And in that “black sheep”, “uncle we don’t talk about” nature of our “puppies and rainbows” world, this city is equal – if not greater – parts façade for the darkness, death, dismay and destruction that takes place only miles beyond its shiny exterior, with more than 390 people killed already at the time of this boy’s assassination alone, and another 2,500 shot.  (insert militant gun beliefs here)

But rest assured – Chicago is not alone – merely a larger reflection of its smaller counterparts littered across the states of our landscape.

The brutality of this murder took place as so many now do – occurring at the borderline of daylight and evening, with the cover of darkness no longer a protective shield even felt needed by those carrying out such heinous atrocities.

DP2They have long now grown a feeling of invincibility made possible by the distrust, hopelessness and unadulterated fear that surrounds them in their own community – blatantly perpetuated by their no longer shadowy influence upon its predominantly – YES predominantly – peaceful people.

They are – or at least feel – like a forgotten corner of the shimmering homeland that we attempt to present to the world, and ironically that very group who keeps them silent and afraid… may many times also provide their protection.

IS there a more disheartening paradox to live in?

Those who “police” you… are those also striking the most fear in you – those who keep you silent, loyal in the most disloyal of manners, protective of that which you can only ultimately be… your own.

“Police” – did I say that?

Would members of the police department purposely stop, pull aside, harass, and actually lure and ambush a young, black resident of an inner city neighborhood for seemingly no reason beyond that of possible retaliation and an obvious disregard for our youth… for human life itself?

This debate has been front and center for the past year and some change, if not back and pushed to the side for decades on end.

We’ve witnessed forgotten portions of our country burning on our sixty-inch flat screens and from the comfort of our suburban homes, and we’ve painted broad strokes of irresponsible judgement based on unabashedly skewed “journalism”.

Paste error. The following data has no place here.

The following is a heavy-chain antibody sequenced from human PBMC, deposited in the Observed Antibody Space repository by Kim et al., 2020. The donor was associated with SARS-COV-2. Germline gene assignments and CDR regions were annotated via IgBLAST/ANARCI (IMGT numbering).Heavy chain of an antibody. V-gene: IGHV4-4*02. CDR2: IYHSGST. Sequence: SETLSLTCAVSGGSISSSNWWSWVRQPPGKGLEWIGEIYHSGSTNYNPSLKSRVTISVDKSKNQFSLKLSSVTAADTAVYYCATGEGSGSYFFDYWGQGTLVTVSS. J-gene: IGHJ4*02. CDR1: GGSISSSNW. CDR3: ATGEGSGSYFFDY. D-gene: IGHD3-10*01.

We’ve watched forgotten people cry for help, only to be drowned out by the “it bleeds, it leads” negative coverage of our vastly negligent media, absolutely set on putting only the most unsavory element of their population out there for widespread public consumption.

They are pissed off and they largely have a right to be.

Sure, we can argue all day – and are – about the merits of what “pushes them” to the proverbial “brink”, and question the perceived reality of an imbalance of concern between the killing of the future fathers of their communities by Caucasian men with badges – justified or otherwise – and the systematic eradication of their future fathers… by their current sons.

DP3But the fact is that they’re dying – and they’ll continue to do so unless this discrepancy is addressed.

NINE year old Tyshawn Lee was deceptively lured into an alleyway on Monday, November 2nd 2015, in the Auburn-Gresham neighborhood of Chicago’s South Side… and many of you still aren’t even aware.

As we spend our recent weeks on social media sanctimoniously decrying the apparently outlandish notion of helping others from around our world in need of sanctuary and some assimilation of peace within their lives, we do so with that hypocritical arrogance of professing the need to first address “our own”.

… and then nine year old African American boys are gunned down – with multiple shots and ZERO accidental intent – in the fading daylight of a Monday evening and in the backdrop of one of our more “prosperous” cities.

If I told you that Tyshawn Lee was possibly linked to criminal activity and was ambushed by a group of white police officers, and apparently as revenge – and only for the unfortunate, uncontrollable “crime” of being the son of a local gang member… how much would THAT piss you off?

How many of you would take to the streets, destroy the livelihoods of innocent business owners, pilfer their goods for selfishness and with ZERO connection to the matter at hand, and solicit a visit by our most vocal of national talking heads and the busloads of opportunistic ne’er-do-wells that often accompany them?

How many of you would rally – have rallied – and organize(d) in unity and support on the back of a polarizing, questionable tragedy involving Caucasian police officers and young – sometimes unsavory – black members of your communities, and done so in often ill-advised manners?

AGAIN I ASK YOU: How pissed off would you be… HAVE you been… when that was… IF that were the case?

Well white cops didn’t kill this kid – and in the most heinous, cowardly of manners… other young, black men did.

This nine year old, African AMERICAN boy was innocently walking to a playground just before 5:00 pm on a Monday, carrying nothing but a basketball and possibly a headful of dreams of “what may come” – while maybe even gazing wistfully off at the alluring, endless-opportunity-laden cityscape of Chicago, Illinois.

DP4He was lured into an alleyway by a group of local gang-bangers – once likely sharing in his youthful exuberance – and repeatedly peppered with unforgiving gunshots to his innocent little body, and for the preposterous offense of having a father who “wronged” them… by whatever definition applies to that despicable lifestyle.

White cops didn’t kill him… his “own people” did… OUR “own people” did.

Now get just as pissed off… KMFP-out!

 

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collage no names